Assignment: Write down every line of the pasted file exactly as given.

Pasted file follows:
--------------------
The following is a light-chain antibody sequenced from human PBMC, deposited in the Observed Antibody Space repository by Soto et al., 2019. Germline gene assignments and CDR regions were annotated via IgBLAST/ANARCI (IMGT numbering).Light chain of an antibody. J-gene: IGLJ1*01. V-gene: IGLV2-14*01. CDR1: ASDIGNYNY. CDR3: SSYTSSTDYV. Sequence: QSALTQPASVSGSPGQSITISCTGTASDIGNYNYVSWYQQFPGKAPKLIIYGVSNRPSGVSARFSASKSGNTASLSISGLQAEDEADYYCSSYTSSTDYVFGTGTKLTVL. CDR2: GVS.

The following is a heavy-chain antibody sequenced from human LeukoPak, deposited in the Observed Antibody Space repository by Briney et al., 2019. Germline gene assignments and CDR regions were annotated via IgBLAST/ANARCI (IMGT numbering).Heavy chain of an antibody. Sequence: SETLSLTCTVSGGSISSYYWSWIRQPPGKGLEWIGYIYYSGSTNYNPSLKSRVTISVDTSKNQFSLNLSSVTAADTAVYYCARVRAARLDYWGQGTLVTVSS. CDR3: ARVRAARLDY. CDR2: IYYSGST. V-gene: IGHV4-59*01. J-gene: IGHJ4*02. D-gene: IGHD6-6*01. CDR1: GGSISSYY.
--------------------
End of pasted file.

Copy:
The following is a light-chain antibody sequenced from human PBMC, deposited in the Observed Antibody Space repository by Soto et al., 2019. Germline gene assignments and CDR regions were annotated via IgBLAST/ANARCI (IMGT numbering).Light chain of an antibody. J-gene: IGLJ1*01. V-gene: IGLV2-14*01. CDR1: ASDIGNYNY. CDR3: SSYTSSTDYV. Sequence: QSALTQPASVSGSPGQSITISCTGTASDIGNYNYVSWYQQFPGKAPKLIIYGVSNRPSGVSARFSASKSGNTASLSISGLQAEDEADYYCSSYTSSTDYVFGTGTKLTVL. CDR2: GVS.

The following is a heavy-chain antibody sequenced from human LeukoPak, deposited in the Observed Antibody Space repository by Briney et al., 2019. Germline gene assignments and CDR regions were annotated via IgBLAST/ANARCI (IMGT numbering).Heavy chain of an antibody. Sequence: SETLSLTCTVSGGSISSYYWSWIRQPPGKGLEWIGYIYYSGSTNYNPSLKSRVTISVDTSKNQFSLNLSSVTAADTAVYYCARVRAARLDYWGQGTLVTVSS. CDR3: ARVRAARLDY. CDR2: IYYSGST. V-gene: IGHV4-59*01. J-gene: IGHJ4*02. D-gene: IGHD6-6*01. CDR1: GGSISSYY.